DOE worker tried to sell government emails to an undercover FBI agent.
DOE worker tried to sell government emails to an undercover FBI agent.

A former Department of Energy (DOE) employee pleaded guilty in the U.S. District Court for the District of Columbia for attempting spearphishing attacks against other DOE workers.

Charles Harvey Eccleston pleaded guilty to one charge of attempted unauthorized access and intentional damage to a protected computer, according to the U.S. Department of Justice. Eccleston faces between 24 to 30 months in prison and can be fined up to $95,000. He is scheduled to be sentenced on April 18.

The case spanned three years and included Eccleston plotting to take down the DOE's computer system through a spearphishing attack.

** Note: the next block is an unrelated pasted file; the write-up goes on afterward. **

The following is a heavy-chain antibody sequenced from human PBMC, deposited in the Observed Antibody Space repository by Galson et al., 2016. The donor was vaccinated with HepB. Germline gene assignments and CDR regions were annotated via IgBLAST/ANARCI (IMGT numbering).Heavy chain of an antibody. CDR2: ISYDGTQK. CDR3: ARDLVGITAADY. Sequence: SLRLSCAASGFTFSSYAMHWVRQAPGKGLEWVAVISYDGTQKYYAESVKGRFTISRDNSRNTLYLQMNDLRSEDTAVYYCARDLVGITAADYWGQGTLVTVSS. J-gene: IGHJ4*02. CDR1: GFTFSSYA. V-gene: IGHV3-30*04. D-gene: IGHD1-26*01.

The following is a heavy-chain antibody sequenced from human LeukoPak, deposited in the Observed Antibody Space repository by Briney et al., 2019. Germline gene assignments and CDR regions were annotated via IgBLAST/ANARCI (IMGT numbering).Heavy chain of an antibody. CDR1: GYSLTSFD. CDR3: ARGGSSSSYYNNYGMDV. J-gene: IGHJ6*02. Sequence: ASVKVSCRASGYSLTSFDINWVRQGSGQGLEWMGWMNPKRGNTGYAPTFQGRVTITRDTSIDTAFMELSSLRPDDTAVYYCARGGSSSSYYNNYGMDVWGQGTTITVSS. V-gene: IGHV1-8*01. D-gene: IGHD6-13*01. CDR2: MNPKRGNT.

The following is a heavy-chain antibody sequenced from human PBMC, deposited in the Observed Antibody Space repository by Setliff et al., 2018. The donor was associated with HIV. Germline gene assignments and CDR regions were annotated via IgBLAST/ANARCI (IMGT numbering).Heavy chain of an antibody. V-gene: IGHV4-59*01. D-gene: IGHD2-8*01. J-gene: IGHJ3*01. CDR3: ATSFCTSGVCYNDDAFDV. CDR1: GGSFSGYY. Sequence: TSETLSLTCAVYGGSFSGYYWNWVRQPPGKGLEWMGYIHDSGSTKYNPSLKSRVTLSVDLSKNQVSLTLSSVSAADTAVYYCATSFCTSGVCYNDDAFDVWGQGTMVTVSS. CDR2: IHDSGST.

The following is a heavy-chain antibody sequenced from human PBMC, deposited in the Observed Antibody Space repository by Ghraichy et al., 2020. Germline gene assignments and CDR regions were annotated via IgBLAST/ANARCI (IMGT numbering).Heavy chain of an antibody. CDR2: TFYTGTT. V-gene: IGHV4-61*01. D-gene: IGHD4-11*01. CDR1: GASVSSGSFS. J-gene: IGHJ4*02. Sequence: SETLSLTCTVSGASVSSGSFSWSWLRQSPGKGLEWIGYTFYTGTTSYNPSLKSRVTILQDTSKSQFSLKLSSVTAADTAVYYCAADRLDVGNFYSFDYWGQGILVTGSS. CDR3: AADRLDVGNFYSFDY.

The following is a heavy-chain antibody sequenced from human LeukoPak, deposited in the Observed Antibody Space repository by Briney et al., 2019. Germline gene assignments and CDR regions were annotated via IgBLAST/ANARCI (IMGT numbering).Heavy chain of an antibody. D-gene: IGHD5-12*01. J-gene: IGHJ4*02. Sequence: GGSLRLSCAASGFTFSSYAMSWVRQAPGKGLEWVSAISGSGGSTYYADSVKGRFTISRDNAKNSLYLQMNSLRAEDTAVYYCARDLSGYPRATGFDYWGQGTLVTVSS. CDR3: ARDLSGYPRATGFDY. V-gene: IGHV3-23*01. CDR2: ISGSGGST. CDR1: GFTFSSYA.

Eccleston's case began in 2013 when he was a staffer for the DOE's Nuclear Regulatory Commission. At that time he attempted to sell 5,000 email accounts belonging to people working for an undisclosed U.S. government energy agency to a foreign government, the DOJ said. The nation in question asked what he would do if they declined his offer and Eccleston said he would simply try another government.

A Federal Bureau of Investigation undercover agent posing as a foreign agent then met and corresponded with Eccleston to discuss the purchase of various amounts of DOE email addresses. At one time, he offered up a list of 30,000 DOE email accounts, including people he claimed had access to nuclear weapons intelligence. In several of the cases the emails were, in fact, publicly available. He then told the agent he could also design and implement a spearphishing campaign that could be used to attack and damage the DOE computer network.

Eccleston, working with the FBI, came up with a plan to send supposedly infected emails to about 80 DOE workers. After the inert emails were sent and received, Eccleston met with the FBI to obtain his $80,000 fee for pulling off the job, but he was instead arrested.